Jan 29, 1993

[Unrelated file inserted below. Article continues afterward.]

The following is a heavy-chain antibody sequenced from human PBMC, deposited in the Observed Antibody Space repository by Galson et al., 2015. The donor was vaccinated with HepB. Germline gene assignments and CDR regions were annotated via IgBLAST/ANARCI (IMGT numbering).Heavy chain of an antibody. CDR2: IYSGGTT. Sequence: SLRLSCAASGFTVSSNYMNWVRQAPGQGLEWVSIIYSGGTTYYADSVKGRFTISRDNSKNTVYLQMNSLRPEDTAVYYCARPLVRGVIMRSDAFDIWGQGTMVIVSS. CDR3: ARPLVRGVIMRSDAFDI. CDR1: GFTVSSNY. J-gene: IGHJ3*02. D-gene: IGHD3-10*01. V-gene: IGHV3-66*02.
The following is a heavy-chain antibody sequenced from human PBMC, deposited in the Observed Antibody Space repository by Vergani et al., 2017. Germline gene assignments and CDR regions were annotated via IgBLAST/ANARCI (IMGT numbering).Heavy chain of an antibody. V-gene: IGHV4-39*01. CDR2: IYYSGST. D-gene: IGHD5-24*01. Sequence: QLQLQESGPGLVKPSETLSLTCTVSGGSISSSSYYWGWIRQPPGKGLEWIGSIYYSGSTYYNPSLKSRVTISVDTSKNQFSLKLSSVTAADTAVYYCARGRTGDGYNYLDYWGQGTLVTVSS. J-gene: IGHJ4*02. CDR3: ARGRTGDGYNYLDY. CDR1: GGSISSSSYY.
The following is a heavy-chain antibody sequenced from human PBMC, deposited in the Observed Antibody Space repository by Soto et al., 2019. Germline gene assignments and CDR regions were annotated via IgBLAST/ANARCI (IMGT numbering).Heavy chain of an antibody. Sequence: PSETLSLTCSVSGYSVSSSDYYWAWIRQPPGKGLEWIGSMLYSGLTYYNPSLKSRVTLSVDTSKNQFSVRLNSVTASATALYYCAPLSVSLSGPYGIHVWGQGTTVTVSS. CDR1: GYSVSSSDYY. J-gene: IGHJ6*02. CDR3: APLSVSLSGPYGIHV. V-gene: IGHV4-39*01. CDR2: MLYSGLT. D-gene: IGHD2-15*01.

TNC WILL BE 'ON CALL', BUT NO EARLY CALL LIKELYGeneva 19 Jan (Chakravarthi Raghavan) -- The Uruguay Round Trade Negotiations Committee (TNC), after its stock-taking exercise Tuesday, is expected to effectively put the negotiating process in suspense until the new Clinton administration in Washington takes over, sorts its internal organization and sends a clear signal of its serious intention to resume and conclude the negotiations. The Dunkel process of consultations among a group of negotiators from some 20 countries which has been looking at the various proposals for changes in the Dunkel Text of the Draft Final Act ended their current phase of the work on Friday. Earlier last week, the US and EC also suspended their bilateral talks on market access negotiations, unable to bridge the differences in their approaches. Their talks on services issues were also similarly called off for the present. Prior to the scheduled TNC meeting on Tuesday, the GATT Director- General and Chairman of the TNC, Arthur Dunkel held a 'green room' consultations involving a wider group of countries than the smaller group that has been meeting under his chairmanship outside the GATT. Some of the participants in the consutlations would appeared to have suggested that in calling a temporary halt, the TNC should also call for resumption in the first or second week of February. "If the negotiations are not resumed by then, we can bid goodbye to the Round," one diplomat suggested before the consultations began. However, the broader view in the consultations would appear to have been that no dates or deadlines could be now set and everything would depend on how Washington and the new administration reacts. The beginning of March or some weeks beyond that is a realistic working hypothesis for the conclusion of the Round, EC senior officials said Tuesday, suggesting that the negotiations could be resumed in two to three weeks after a clear signal from the new administration in Washington. The Community appears to feel that such a signal could come by the continuance of the key negotiators on the US side -- the chief career official Warren Lavorel, the US Ambassador in Geneva Rufus Yerxa (in the same or another post in the trade negotiating area) and perhaps the deputy US Trade Representative Julian Katz, all of whom could provide continuity and pick up the threads quickly. However, several Third World diplomats said that this would not be a signal needed. The new administration they said would have to organise itself, make an assessment, and come out with a clear indication of what it wants and looks for. Merely resuming the negotiations or suggesting that the talks could be wound up within the current fast-track deadline would not be serious, one negotiator suggested, referring to the range of issues dividing key participants and yet to be negotiated and settled. It would be far more serious if the administration came around to the view that it should settle the round, get a six-month new fast track authority, and come quickly to Geneva to resume negotiations and end it, the source said.